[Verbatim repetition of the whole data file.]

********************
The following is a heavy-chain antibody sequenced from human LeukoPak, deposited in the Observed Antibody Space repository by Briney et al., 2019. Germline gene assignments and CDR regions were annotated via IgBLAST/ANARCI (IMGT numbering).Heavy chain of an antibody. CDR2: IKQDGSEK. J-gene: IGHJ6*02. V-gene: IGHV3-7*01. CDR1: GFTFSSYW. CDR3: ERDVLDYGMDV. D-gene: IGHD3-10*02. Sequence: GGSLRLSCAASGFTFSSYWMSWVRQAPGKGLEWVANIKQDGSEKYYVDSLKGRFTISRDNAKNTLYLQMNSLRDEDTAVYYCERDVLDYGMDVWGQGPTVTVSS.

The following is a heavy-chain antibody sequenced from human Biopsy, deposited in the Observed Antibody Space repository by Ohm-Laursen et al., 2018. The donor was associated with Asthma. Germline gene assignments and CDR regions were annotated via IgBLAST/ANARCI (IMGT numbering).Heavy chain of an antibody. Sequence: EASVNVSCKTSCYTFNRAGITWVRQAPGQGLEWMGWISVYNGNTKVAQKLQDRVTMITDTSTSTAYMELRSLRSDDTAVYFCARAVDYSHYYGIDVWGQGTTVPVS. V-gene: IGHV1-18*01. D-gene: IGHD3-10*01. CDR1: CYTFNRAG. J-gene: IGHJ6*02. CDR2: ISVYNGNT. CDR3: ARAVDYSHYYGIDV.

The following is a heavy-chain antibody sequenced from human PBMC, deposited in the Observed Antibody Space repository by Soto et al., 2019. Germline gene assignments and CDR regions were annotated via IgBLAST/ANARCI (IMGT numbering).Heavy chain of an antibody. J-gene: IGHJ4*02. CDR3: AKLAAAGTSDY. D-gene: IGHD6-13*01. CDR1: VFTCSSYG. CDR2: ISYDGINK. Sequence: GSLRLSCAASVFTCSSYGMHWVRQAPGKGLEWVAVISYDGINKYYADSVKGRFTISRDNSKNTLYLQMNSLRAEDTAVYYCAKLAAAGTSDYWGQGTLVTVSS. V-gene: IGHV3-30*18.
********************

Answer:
The following is a heavy-chain antibody sequenced from human LeukoPak, deposited in the Observed Antibody Space repository by Briney et al., 2019. Germline gene assignments and CDR regions were annotated via IgBLAST/ANARCI (IMGT numbering).Heavy chain of an antibody. CDR2: IKQDGSEK. J-gene: IGHJ6*02. V-gene: IGHV3-7*01. CDR1: GFTFSSYW. CDR3: ERDVLDYGMDV. D-gene: IGHD3-10*02. Sequence: GGSLRLSCAASGFTFSSYWMSWVRQAPGKGLEWVANIKQDGSEKYYVDSLKGRFTISRDNAKNTLYLQMNSLRDEDTAVYYCERDVLDYGMDVWGQGPTVTVSS.

The following is a heavy-chain antibody sequenced from human Biopsy, deposited in the Observed Antibody Space repository by Ohm-Laursen et al., 2018. The donor was associated with Asthma. Germline gene assignments and CDR regions were annotated via IgBLAST/ANARCI (IMGT numbering).Heavy chain of an antibody. Sequence: EASVNVSCKTSCYTFNRAGITWVRQAPGQGLEWMGWISVYNGNTKVAQKLQDRVTMITDTSTSTAYMELRSLRSDDTAVYFCARAVDYSHYYGIDVWGQGTTVPVS. V-gene: IGHV1-18*01. D-gene: IGHD3-10*01. CDR1: CYTFNRAG. J-gene: IGHJ6*02. CDR2: ISVYNGNT. CDR3: ARAVDYSHYYGIDV.

The following is a heavy-chain antibody sequenced from human PBMC, deposited in the Observed Antibody Space repository by Soto et al., 2019. Germline gene assignments and CDR regions were annotated via IgBLAST/ANARCI (IMGT numbering).Heavy chain of an antibody. J-gene: IGHJ4*02. CDR3: AKLAAAGTSDY. D-gene: IGHD6-13*01. CDR1: VFTCSSYG. CDR2: ISYDGINK. Sequence: GSLRLSCAASVFTCSSYGMHWVRQAPGKGLEWVAVISYDGINKYYADSVKGRFTISRDNSKNTLYLQMNSLRAEDTAVYYCAKLAAAGTSDYWGQGTLVTVSS. V-gene: IGHV3-30*18.